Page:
EDITORIAL: Zero Day comes for Liberty Hill Sept. 9

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Momentum has been building for 16 months as Liberty Hill has picked up steam toward Sept. 9.

When the City Council takes its record vote Monday on the proposed budget and tax rate for the upcoming fiscal year there will be no question who owns the leadership decisions in Liberty Hill.

Mayor Rick Hall, with a supportive Council behind him, has found himself in a position to make essentially every decision for Liberty Hill. We all hope he makes the right decisions for the right reasons.

Hall gives deference to the City Council – as he should – when he talks about making decisions for Liberty Hill. But there is no evidence since the election that this Council intends to challenge Hall on plans or decisions. Again, we can only hope the Council makes the right decisions for the right reasons.

Our elected officials have used the word “change” extensively, and claimed residents of Liberty Hill were looking for something different. They won their elections, so perhaps that nebulous claim that has been treated like a mandate will prove to be true. It will depend on how the “change” turns out.

A number of these Council members campaigned on the idea that the previous Council simply followed the lead of a City Administrator that dictated policy for the City. Today, it appears this Council is taking the same approach they frowned upon on the campaign trail, in favor of the Mayor rather than the City Administrator.

Hall and this Council have won the right to do exactly what they are doing. There’s nothing illegal about that, but let’s be honest about what it is. This is a dramatic shift in how a city is run. It does not come without question marks and risks.

The budget process this summer is a reflection of the efforts Hall has made since he took the Oath in May 2018. Some of those goals have been realized through his first 16 months in office, others were initially rebuffed by the previous Council and former City Administrator Greg Boatright.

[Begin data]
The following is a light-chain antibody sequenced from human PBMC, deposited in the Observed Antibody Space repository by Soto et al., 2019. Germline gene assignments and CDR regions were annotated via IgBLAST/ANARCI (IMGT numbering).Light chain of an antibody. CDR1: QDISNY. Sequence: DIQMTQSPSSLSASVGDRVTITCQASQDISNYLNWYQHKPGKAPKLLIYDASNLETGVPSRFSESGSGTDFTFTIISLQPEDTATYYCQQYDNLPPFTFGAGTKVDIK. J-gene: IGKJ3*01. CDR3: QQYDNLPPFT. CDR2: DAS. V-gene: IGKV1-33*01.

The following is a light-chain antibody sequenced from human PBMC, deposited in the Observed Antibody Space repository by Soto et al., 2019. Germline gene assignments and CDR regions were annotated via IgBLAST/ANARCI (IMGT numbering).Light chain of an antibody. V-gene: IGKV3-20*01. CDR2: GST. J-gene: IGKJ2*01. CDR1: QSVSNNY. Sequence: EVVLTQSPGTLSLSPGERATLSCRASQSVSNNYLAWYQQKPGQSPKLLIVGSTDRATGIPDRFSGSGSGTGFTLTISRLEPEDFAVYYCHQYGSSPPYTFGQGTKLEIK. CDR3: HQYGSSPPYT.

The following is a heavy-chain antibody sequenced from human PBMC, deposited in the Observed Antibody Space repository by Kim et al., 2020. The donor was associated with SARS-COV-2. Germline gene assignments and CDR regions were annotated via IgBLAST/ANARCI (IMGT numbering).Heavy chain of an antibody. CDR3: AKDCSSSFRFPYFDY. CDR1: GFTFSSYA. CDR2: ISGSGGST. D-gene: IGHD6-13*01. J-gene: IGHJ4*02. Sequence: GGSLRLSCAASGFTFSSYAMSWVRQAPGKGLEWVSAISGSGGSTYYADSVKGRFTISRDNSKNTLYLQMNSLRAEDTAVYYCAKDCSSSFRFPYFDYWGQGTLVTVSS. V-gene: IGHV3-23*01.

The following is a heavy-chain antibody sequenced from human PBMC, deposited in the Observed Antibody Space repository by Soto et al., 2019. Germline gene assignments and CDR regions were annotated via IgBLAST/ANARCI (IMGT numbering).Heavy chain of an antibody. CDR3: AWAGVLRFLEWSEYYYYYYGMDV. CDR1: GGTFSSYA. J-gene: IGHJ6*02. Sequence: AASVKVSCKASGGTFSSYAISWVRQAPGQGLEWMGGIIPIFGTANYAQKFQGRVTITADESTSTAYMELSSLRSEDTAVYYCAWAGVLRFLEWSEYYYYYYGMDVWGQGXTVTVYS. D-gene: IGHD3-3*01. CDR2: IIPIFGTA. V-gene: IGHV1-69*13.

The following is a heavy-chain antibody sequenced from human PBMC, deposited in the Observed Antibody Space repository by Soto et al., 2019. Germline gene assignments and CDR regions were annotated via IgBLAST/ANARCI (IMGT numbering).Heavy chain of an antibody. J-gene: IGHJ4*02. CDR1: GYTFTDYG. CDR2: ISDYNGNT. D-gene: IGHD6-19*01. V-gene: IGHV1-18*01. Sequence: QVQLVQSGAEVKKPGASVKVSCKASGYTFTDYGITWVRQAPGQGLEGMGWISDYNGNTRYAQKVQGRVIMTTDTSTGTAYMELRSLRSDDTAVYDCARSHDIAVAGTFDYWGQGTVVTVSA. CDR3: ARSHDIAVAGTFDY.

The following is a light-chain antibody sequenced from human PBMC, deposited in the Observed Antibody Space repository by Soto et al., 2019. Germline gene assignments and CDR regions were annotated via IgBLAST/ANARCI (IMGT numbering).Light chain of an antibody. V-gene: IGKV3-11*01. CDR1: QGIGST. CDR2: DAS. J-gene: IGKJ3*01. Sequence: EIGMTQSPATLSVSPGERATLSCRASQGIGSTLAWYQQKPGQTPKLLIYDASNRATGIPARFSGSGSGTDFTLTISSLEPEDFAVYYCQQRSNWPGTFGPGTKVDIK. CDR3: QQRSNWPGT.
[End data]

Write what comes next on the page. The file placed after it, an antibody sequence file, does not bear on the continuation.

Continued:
Hall’s response during that timespan has often been one of indifference, or deferring to the will of the Council at the time, but when all the votes were counted following the May election this year, Hall no longer had much opposition to his plans.

In May, the Council Hall helped get elected joined him to put an end to – at least for the near future – a number of capital projects already in progress. He also garnered enough support to pull supervisory authority of city staff out of the City Administrator’s hands and assume those duties himself. They abruptly ended a relationship with a consultant responsible for many long-term planning projects, claiming at the time the duties could be handled by staff. But the Council has since hired a new consultant that appears set to handle many of the same duties. All a matter of preference it seems. And all perfectly within the Council’s right, but was Liberty Hill so in need of a complete makeover? There never seemed to be an outcry over how broken the city was before.

After a quiet June and July for the Council, the new budget crafted by Hall was proposed to the Council, including a number of additions that were stark departures from the City’s recent budgetary philosophy.

New staff additions that could not gain enough support among the Council last August were essentially doubled this time around. Training budgets were nearly tripled. The Mayor and Council are now due for a salary beginning in May.

On the revenue side, concerns over how much the City relies on certain revenue streams to make ends meet has been replaced with the philosophy that there are plenty of funds available and nothing to be overly cautious about.

It all becomes official after Monday’s vote. That means this Council and Mayor own the revenue estimates. It means they own the increase of staff by nearly 50 percent. They own the new direction of planned capital projects, or lack of projects.

Liberty Hill is getting the change Hall and others have claimed it wants. The Mayor and Council members have denied there is an agenda behind it all, but an agenda is surely at work. There have been too few public discussions and too little public planning since the election to believe there was not a plan in place.

In the days after the May election, Hall said, “I have nothing on my radar per se right now other than business as normal. I have zero vote in a council meeting unless there is a tie in something, so again, my goal is working with the Council and carrying out the wishes of the Council and helping devise plans to keep us moving forward.”

We all hope Liberty Hill continues to move forward. But for now, it appears as though we will just have to wait and see whether the changes being implemented in dramatic fashion prove to be the right ones.

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